At the tender age of three Yakub does not know the significance of 12th December. For his confused 7th grade camp-mate, Yasmeen, this date is a day of reckoning for the rulers of Gujarat. Most Indian Muslims and the thinking masses of India are anxiously watching the Gujarat elections.
I had met Yakub and Yasmeen in the Bakarshah Roza relief camp of Ahmedabad, gathering the shreds of their life scattered in the mayhem of March. A lot has happened since. Not only has the government's Godhra conspiracy theory fallen flat but strong needles of suspicion are pointed at the parivaar itself. The engineered violence that followed has created its own self-sustaining industry. The vulgarity of Gaurav yatras, debasing of the public discourse, ridiculing of the state's institutions and victimization of the conscientious have exposed the vulnerability of Gujarati society.
If the sniffing of 3000 innocent lives does not merit rethink, the economic losses caused by the riots, estimated at around Rs.10,000 crore, should. A lot of inland and foreign investment has vanished, employment shrunk, credit rating downgraded, coffers of the state and the municipalities emptied and the pride of the entrepreneurial state hurt as Gujarat plunged to 7th position and its citizenry burdened with the highest per capita debt in India. While the religio-cultural jingoism reined supreme the developmental work came to a standstill. Recognizing the bankruptcy of governance, BJP campaigners returned to the Godhra theme within two days of honeymooning with development agenda.
Scarcely can one believe that this is the land walked by the apostle of non-violence: Mahatma Gandhi's name is anathema to several Gujaratis today. His devoted followers, like the octogenarian Chunikaka, aged and frail, branded pseudo-secular and abused in myriad ways, have taken to streets once again, campaigning against the extremists; for what they believe is the true dharma. Only once before had they participated in political activity going to jails opposing Indira's emergency.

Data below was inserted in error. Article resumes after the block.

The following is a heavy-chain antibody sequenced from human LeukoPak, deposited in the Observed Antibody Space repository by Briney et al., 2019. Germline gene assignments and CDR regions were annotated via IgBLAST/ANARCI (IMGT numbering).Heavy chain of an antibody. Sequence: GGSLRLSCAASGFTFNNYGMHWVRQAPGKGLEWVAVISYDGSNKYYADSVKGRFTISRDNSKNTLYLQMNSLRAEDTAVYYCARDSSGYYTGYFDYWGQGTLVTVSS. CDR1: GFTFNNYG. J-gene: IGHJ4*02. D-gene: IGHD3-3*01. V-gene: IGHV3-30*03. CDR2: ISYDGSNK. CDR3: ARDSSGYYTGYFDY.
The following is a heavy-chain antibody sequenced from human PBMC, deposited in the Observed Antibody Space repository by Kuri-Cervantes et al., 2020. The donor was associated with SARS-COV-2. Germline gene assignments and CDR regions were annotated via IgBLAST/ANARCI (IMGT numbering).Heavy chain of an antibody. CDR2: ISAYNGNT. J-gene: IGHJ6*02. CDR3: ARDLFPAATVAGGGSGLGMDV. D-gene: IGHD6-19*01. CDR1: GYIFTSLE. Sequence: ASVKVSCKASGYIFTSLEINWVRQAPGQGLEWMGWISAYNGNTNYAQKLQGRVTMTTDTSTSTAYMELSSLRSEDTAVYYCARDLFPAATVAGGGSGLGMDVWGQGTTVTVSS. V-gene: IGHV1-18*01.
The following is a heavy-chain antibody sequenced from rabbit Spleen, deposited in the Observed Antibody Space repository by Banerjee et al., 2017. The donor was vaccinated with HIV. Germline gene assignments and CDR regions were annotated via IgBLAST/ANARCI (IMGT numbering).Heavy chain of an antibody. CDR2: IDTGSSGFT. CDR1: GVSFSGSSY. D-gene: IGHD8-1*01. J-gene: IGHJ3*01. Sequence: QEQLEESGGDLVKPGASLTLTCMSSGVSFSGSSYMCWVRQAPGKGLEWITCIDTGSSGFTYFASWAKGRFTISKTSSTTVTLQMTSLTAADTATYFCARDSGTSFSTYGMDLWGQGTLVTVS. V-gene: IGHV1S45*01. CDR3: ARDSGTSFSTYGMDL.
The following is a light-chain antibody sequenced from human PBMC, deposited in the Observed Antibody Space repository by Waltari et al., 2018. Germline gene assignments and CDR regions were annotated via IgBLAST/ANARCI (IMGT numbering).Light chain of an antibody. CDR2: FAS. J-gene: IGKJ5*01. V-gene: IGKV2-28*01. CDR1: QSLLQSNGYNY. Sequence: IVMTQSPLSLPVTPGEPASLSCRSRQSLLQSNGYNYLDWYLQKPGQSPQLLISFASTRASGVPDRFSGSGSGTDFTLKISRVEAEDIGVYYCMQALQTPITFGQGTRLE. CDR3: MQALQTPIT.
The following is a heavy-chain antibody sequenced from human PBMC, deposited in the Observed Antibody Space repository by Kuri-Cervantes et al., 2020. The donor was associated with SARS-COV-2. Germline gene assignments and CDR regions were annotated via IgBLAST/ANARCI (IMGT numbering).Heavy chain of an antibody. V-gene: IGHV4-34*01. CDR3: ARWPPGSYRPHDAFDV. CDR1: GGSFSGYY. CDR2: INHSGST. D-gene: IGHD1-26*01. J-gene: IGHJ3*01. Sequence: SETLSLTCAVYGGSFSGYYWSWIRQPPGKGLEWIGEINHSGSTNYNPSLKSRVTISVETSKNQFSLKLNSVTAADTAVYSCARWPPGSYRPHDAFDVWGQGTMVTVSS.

I had grown, like these kids, in the laps of neighbourly Hindu uncles and aunts. People that I remember as devout Hindus, clearly different from my parents in several ways, yet quite like them in loving and caring for me. Born in a devout Muslim family, as I grew up I came to recognize Hinduism as a flexible, assimilating, adapting faith and culture. The rigidities imposed by the autocratic Islamic states of the Middle East, the Islamic revolution of Iran and the Madrasa-dominated Pakistan made India's pluralistic culture dearer
to me. I was happy my parents had not opted for - and I was not born in - a theocratic state. The recent history of Afghanistan reinforced my faith in Indian liberalism.
Not unfamiliar with communal rioting by both Hindus and Muslims, I used to take Gujarat's recurring violence in my stride. When virtually the entire western Ahmedabad was systematically cleansed of Muslims during 1989-92, I had to return to a small Muslim mohalla seeking the refuge of numbers. Though my decade-long tryst with the "mainstream society" was humiliatingly aborted, my faith survived, sustained by reason. But as the post-Godhra carnage shook the nation from its slumber, even this was jolted. I am unable to fathom the sway religion held over reason, or how bigotry could overrule every other relation.
The secular India has fondly believed that the atrocities of Gujarat were the handiwork of just an extremist fringe that has come to command disproportionate visibility, not by the mass of Hindus. The BJP Government was on test during the riots and it failed miserably. Come December, the entire Hindu society must choose between dharma and adharma: the sublime, philosophical, non-violent faith of Aurobindo and Vivekananda and its vulgarized, extremist version propounded by the ilk of Togadia. They must choose between Indian nationalism and Hindutva extremism; indeed, between humanism and rationality on the one hand and fanaticism and chauvinism on the other. That Pakistan and Afghanistan are compelled to reign in their extremists holds lessons for us.
Far more than the electoral fortunes of some political parties, the ensuing election will decide the future of Hindu-Muslim relations, determine the morale of bureaucracy and relevance of august institutions; it will shape the state's economy and India's democracy. Perhaps it will decide the destiny of Hinduism.
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